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DVD Group Seeks Reversal of Ruling on Decoding Tool

Industry argues posting of decryption program should not be protected by the 1st Amendment.

May 30, 2003|From Bloomberg News

San Francisco computer programmer Andrew Bunner was spreading trade secrets -- not exercising free-speech rights -- when he posted a program that decrypts DVDs on a Web site, a DVD industry group told California's highest court Thursday.

The DVD Copy Control Assn. Inc., which licenses encryption software for the movie, computer and consumer-electronics industries, is seeking reversal of an appeals court ruling that said Bunner's posting was protected by the 1st Amendment.

"He posted so others could take advantage of the functional methodology to steal trade secrets, not to communicate ideas," Robert Sugarman, an attorney for the DVD Copy Control Assn., told the California Supreme Court at a hearing in San Francisco.

The suit against Bunner is among hundreds the entertainment industry has brought to stop the program's spread.

Movie companies lose more than $3 billion in annual sales to piracy, according to the association.

Consumers, meanwhile, will spend as much as $15.4 billion on digital video discs this year.

Bunner republished a program written by a Norwegian teenager called DeCSS that decrypts DVDs. His attorneys argued that the trial court in San Jose, which barred Bunner from posting the program, improperly used California's Uniform Trade Secrets Act to stifle his free-speech rights.

"Trade secret by nature is a limited right," said Bunner's attorney, David Greene, adding that DeCSS had been available on the Internet for three months before the DVD Copy Control Assn. sued. "Those rights disappear once it becomes public."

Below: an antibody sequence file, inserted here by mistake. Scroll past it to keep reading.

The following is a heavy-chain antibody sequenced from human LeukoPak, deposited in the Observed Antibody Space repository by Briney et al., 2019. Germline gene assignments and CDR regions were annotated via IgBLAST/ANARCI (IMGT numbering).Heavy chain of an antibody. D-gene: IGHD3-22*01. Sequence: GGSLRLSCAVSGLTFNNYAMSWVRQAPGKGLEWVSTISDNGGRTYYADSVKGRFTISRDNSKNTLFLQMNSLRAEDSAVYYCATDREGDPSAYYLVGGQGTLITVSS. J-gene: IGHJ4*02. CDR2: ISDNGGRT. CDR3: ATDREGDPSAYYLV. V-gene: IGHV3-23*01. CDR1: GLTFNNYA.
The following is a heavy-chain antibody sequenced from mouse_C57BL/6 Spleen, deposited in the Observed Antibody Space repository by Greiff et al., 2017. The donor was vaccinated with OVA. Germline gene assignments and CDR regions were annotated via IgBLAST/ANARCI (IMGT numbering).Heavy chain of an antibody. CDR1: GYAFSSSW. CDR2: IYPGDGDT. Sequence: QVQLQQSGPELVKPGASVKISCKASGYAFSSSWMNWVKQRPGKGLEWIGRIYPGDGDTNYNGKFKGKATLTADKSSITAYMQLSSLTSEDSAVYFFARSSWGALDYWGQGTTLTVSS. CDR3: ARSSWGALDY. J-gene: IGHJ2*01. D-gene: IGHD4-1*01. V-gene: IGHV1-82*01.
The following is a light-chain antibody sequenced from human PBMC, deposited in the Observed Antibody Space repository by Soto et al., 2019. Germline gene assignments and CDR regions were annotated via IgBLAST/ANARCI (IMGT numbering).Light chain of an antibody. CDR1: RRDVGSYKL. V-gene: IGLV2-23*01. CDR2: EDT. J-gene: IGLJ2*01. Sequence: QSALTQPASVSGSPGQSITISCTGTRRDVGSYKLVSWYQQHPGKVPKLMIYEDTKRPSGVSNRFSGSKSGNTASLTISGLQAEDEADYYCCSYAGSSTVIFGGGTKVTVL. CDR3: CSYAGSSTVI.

Justice Kathryn Werdegar questioned whether the court needs to protect trade secrets, once the information has been released to the public.

"If the material at issue here is no longer considered a trade secret, would that dispel the need for prior restraint?" Werdegar asked. A court exercises prior restraint when it intervenes to prevent material from being published.

Sugarman said that reasoning poses a danger to the protection of trade secrets.

"An infringer could quickly post a trade secret and say there's no need for an injunction because it's already out there," Sugarman said.

California Atty. Gen. Bill Lockyer, who filed court documents in support of the DVD Copy Control Assn., told the court that using the Internet to disseminate information was like using "the loudest megaphone on the planet."

"The program DeCSS is a burglary tool," Lockyer said, citing an industry claim that 350,000 movies are illegally downloaded each day.

The entertainment industry has had success stopping the spread of DeCSS by suing individuals under the 1998 Digital Millennium Copyright Act, which bans the creation of software that allows users to open digital works protected by copyright. In 2001, an appeals court in New York upheld a ban on DeCSS.

In California, the DVD Copy Control Assn. sued hundreds of people, including Bunner.

The judges hearing Bunner's case Thursday questioned whether a computer program is a form of pure speech.

Greene said the appeals court correctly characterized DeCSS as pure speech that was part of a lively debate in academic and technology circles.

"This program was available for download on CNet," Greene said, referring to a popular Web site.

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